These urgent transportation considerations “need to be baked into the culture of Department of Transportation, and go through the next administration, whoever it will be,” Shane reports. “We are encouraging urban partnerships – selecting some cities, and looking at tools to respond to congestion issues. We’re looking at trade corridors and intermodel and international supply chains to determine what do we have to do to our ports?”

He projects that we will see more private infrastructure in transportation rebuilding. A $99M lease on the Chicago Skyway made the city solvent. It produced a surplus of $400M, which was put in a rainy day fund. Indiana is also privatizing toll roads –and the private sector is investing in the infrastructure.

A National Freight Policy

A National Freight Policy is being worked on, and President Bush has signed an executive order to look into the congestion issue.

Ports – The ports are seeking to improve throughput. We have to find more capacity and investment for the ports, and accept that this commerce will not stop due to congestion! It will flow into Mexico, Canada, Panama Canal – and this will happen.

Trucking – Trucking is a big problem. It is clearly not the safest way to move cargo. You will see more proposals for truck only lanes. They are willing to pay the toll if they see a return on those use fees and get the efficiency they expect. An infrastructure expansion is likely.

Air – A huge amount of work is being done on aviation to improve the infrastructure.

Railways – With the railways – this is a major conundrum, as they are private. There is no federal rail infrastructure program today. The current initiative coming out the rail industry is a tax credit proposal to reinvest in the infrastructure.

Current best practices

To manage some of these issues, companies that rely on transportation to move their products to customers have engaged in several practices:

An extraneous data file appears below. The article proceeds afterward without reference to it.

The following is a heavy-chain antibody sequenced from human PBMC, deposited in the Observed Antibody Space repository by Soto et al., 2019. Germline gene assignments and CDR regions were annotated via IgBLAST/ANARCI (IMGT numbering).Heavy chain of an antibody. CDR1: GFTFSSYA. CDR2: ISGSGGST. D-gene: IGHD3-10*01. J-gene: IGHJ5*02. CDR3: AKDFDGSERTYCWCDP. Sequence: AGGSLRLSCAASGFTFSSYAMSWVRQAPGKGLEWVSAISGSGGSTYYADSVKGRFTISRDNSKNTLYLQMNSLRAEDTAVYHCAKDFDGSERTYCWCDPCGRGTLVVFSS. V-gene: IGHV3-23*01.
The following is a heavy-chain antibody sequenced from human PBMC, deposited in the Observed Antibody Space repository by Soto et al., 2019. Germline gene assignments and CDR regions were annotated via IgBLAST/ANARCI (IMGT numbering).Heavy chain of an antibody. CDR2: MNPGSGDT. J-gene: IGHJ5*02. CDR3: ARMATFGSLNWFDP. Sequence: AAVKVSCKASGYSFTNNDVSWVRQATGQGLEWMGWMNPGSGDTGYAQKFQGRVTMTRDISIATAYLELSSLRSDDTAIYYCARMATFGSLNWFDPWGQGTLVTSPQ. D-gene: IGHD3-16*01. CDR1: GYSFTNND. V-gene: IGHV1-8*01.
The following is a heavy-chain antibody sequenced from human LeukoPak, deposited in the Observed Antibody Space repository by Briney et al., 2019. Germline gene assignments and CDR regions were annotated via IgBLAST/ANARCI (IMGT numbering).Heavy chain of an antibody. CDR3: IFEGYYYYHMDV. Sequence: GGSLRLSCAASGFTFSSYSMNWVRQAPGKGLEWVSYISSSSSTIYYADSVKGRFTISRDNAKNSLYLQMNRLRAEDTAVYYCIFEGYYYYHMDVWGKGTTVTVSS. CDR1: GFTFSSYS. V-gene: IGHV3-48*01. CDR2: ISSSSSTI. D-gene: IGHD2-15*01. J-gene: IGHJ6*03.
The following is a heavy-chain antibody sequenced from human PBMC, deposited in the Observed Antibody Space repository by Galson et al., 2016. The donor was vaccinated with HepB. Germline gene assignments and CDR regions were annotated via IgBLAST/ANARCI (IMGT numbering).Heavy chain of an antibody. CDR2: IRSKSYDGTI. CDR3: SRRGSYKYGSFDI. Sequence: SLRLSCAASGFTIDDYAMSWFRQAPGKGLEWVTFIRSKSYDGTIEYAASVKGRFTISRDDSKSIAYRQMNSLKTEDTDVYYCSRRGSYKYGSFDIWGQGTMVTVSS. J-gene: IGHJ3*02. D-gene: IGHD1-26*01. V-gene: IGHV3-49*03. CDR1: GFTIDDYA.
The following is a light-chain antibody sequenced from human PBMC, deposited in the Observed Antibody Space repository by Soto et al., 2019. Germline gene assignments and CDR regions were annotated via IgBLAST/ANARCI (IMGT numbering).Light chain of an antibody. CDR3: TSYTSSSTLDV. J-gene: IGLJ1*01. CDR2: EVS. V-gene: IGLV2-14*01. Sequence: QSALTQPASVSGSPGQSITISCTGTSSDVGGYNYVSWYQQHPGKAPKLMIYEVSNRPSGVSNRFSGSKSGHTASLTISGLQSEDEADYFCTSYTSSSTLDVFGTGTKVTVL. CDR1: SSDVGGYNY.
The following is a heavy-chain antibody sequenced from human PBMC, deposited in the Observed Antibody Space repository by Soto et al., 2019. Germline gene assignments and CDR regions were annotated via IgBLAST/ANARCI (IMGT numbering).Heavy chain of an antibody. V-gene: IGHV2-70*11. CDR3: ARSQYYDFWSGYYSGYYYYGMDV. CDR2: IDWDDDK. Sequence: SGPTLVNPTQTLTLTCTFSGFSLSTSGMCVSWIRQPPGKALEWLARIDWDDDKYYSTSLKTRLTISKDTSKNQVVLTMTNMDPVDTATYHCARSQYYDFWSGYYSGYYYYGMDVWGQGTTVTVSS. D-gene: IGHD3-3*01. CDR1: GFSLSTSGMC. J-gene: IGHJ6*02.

Business Partner collaboration, goal alignment and innovation

  • Making freight more “Driver Friendly” through Productivity and Efficiency Improvements.
  • Eliminate backlogs of equipment at DCs and Plants.
  • Prepare freight for drivers to pick up, and go out of your way to make the drivers happy. This can make a big different on price you pay and service you get.
  • Impact of new hours of service – and what capacity issues are there.
  • Eliminate backlogs of equipment, prepare shipments ahead of time – this has a huge impact on the transportation community – and make your site a place drivers WANT to pick up at.

Customer Facing Logistics Directors

  • More drop trailers and/or strip unloads at customer DC’s.
  • Minimize surges and/or more advanced communications.
  • Full time directors working to several key customers – logistics directors.
  • Work with customers – they know them, and find ways to collaborate to make it an easier situation.
  • Convert deliveries to drop trailers via strip unloads where the driver doesn’t have to piece count every single piece – and make it more attractive. Try to minimize surges, or provide more advanced communication. In 2004-2005 – there were multiple sudden spikes in truck requirements – and companies had to pay deadhead charges to deficit areas. Companies need more time to prepare – to minimize and eliminate these charges and have the trucks waiting – working with logistics directors.
  • Jumpstart backhaul for additional capacity – and try to revitalize.

Vendor Management Replenishment

  • CPFR – put fewer trucks on the road.
  • Work with planning to put fewer trucks out there.
  • Continue to improve cube utilization of trucks.

Transportation will continue to be an issue in the future. Watch this site for more news.